Yeah, opening weekend. Almost every w a in Tennessee is gonna get hammered, or it used to be in the past. I'm anxious to see what this is. Every everywhere for that matter. Yeah. I'm anxious. I'm anxious to see what this two week thing does for our pressure, because I think Kentucky may open that same weekend.

Does same. We open the same day Kentucky now. Yeah. So my plan is to hopefully tag out cause they dropped a bag limit on us again. . My, my hope is to tag out pretty quick and just start going to Kentucky until I tag out there, hopefully. And then the sooner I tag out, the more other places I can hunt.

But yeah it's gonna cut the later opener's gonna cut down on some of the out-of-state pressure just. We opened before a lot of other southern states. I know Arkansas. I know some guys in Arkansas that are still gonna be coming [00:43:00] to hunt here, but they also have told me that they know a lot of guys from Arkansas who are not going to be coming over here this year because of the later opener.

So it's gonna cut back on some of the traveling hunters, but you're still gonna have your diehards, like you and me, like all of us. They're still gonna come and hunt. Why not? Yeah, there's just a lot more options that are open in the middle of April versus at beginning of April.

You got states in the Midwest and like you said, Kentucky, I dunno, Indiana, Tennessee, you couldn't go wrong with either, so you pick picky, either or both. , , they'll spread at the same time. It'll spread people out for sure. I'm just to see how much it really. Poor South Florida Pen.

Yeah. that, no, we feel bad for those people South Florida. I've not hunted there. Maybe someday I will. It's not high on my bucket mess. It just doesn't look enjoyable to me. I don't like swamps for one thing. I don't, regardless of where, I don't like hunting the swamps. [00:44:00] So had swamps, Palm Palmettos and 5 billion other people named Very wary Turkey.

It's just not on top of my list. I know it's everyone goes down there, it's the slam. Everybody wants to get there, Oceola. So I get it, but I don't, I guess I just don't care about a slam that much. Not bad enough to go down, fight that crowd in a spa. Maybe if it was hills, I'd be more inclined. I don't like, I don't like it where the wa where the ground is not ground You.

Yeah, the water's higher than the land, I think. Yeah. I don't like, yeah, we're below sea level here and we got making Burmese pythons and stuff everywhere. ? Yeah. Black. Black Panther. There's, I think Dave's video or the panther. They do have, they got mountain lions and everything down there. Did y'all, I don't care about the critters.

If I saw a python, that'd be cool. I always wanna go python. I went down there, but it's not top of my list. It's not my favorite terrain. Just nothing about it. Sounds good. Other than killing an osceola would be the [00:45:00] only draw. Yeah. And yeah, it'll what's an o oceola anyway? Just a, just a, basically an eastern with black wingtip and maybe a little bit longer spurs.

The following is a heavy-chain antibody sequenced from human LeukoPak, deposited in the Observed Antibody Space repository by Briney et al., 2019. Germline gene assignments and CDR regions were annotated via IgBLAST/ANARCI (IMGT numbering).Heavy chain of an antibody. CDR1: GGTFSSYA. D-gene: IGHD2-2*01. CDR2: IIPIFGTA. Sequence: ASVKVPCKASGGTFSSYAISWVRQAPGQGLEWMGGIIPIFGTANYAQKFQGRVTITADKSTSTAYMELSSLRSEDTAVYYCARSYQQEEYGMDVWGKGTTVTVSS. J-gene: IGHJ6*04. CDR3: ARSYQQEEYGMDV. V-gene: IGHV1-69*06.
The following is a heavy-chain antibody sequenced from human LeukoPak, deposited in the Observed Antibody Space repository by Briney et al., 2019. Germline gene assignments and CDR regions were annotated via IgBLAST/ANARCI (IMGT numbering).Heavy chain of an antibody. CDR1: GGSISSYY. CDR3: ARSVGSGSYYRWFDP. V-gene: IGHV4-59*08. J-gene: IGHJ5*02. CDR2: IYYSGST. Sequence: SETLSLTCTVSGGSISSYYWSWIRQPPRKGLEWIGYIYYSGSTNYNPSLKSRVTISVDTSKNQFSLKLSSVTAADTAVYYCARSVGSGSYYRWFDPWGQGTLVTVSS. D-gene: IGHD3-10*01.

It's across between basically a buzzer. They're basically they're just. Yeah, they're just Florida Easterns. That was a good one. Jerry. I've I've hunted Miriam's, I've hunted Osceolas, hunted Rios, and I've hunted Easterns. And there you are, correct. There is something about an Eastern wild Turkey, just the gobble the hunt experience.

It's just a, it's a preferable hunt to me. Harder, most of time. I wish they would let us keep 'em as pets. I would love, I've got a, I've got a Nagan and a Royal Palm Turkey, and I wish I could have a pet Eastern gobbler. I guess I, I could say it was a standard bronze that I got at the flea market, if they really wanted to get me, they could, do, you could [00:46:00] probably test it to see if it was Eastern.

But they don't let you keep any wild animals in Tennessee as pests, deer, Turkey, anything. . So it's not legal to have an eastern wild Turkey as a pet, but if I could, I would have one. I wonder if a, I wonder a hi a Turkey that's born in the wild, like a wild eastern. If it were to be collect, saved or rescued or whatever I wonder if they could be domesticated.

A wild. You could domestic I, younger enough, the domestic Turkey came from Mexico, which will probably be a gold Turkey originally that domestic turkeys were wild turkeys from North America. And breeds like heritage breeds. Like I have, I've done some looking up like the royal palm, black and white Turkey, and the narraganset is, Kind of coppery bronze tipped more it looks more like a Rio, except with a more bronze color to it.

Real pretty birds. But they were both bred from the domestic farm, [00:47:00] Turkey crossed with Eastern, like a, like I'm pretty sure a royal palm is 50% Eastern originally, but that was hundreds of years ago whenever they bred it. So they got eastern blood in 'em, but they're not, yeah, they're not pure.

But a lot of heritage Turkey breeds, farm Turkey breeds were domestic turkeys, which originally came from Mexico. Some of 'em went to Europe and then came back here like some breeds came from Europe, but the European turkeys came from Mexico originally. So that's funny how everything got traded around.

But a lot of those breeds do have Eastern in them. We listen, we can, I can talk about royal palms all day. I freaking love them. Yeah, I know you got one on your wall. I got one mounted on the wall. , Catman I got full sand now. You better hide him. Catman 1500 up the hunt over. I'll even give you a place to crash.